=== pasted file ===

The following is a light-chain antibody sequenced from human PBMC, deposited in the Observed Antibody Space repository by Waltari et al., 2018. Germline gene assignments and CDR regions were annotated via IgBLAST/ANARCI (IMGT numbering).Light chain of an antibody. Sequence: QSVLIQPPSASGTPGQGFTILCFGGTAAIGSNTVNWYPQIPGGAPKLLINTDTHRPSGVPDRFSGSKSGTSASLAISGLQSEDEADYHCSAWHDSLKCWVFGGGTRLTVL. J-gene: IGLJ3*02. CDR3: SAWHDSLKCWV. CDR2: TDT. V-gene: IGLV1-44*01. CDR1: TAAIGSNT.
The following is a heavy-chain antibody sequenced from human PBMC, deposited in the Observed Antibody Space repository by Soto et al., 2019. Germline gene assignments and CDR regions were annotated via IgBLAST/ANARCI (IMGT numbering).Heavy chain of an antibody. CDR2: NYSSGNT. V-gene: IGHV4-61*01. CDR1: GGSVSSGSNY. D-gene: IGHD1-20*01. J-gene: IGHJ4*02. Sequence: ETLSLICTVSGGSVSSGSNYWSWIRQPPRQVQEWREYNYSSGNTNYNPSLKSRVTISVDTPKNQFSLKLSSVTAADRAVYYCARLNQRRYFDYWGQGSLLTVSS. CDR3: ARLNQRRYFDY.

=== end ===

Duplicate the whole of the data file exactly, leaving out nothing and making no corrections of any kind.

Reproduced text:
The following is a light-chain antibody sequenced from human PBMC, deposited in the Observed Antibody Space repository by Waltari et al., 2018. Germline gene assignments and CDR regions were annotated via IgBLAST/ANARCI (IMGT numbering).Light chain of an antibody. Sequence: QSVLIQPPSASGTPGQGFTILCFGGTAAIGSNTVNWYPQIPGGAPKLLINTDTHRPSGVPDRFSGSKSGTSASLAISGLQSEDEADYHCSAWHDSLKCWVFGGGTRLTVL. J-gene: IGLJ3*02. CDR3: SAWHDSLKCWV. CDR2: TDT. V-gene: IGLV1-44*01. CDR1: TAAIGSNT.
The following is a heavy-chain antibody sequenced from human PBMC, deposited in the Observed Antibody Space repository by Soto et al., 2019. Germline gene assignments and CDR regions were annotated via IgBLAST/ANARCI (IMGT numbering).Heavy chain of an antibody. CDR2: NYSSGNT. V-gene: IGHV4-61*01. CDR1: GGSVSSGSNY. D-gene: IGHD1-20*01. J-gene: IGHJ4*02. Sequence: ETLSLICTVSGGSVSSGSNYWSWIRQPPRQVQEWREYNYSSGNTNYNPSLKSRVTISVDTPKNQFSLKLSSVTAADRAVYYCARLNQRRYFDYWGQGSLLTVSS. CDR3: ARLNQRRYFDY.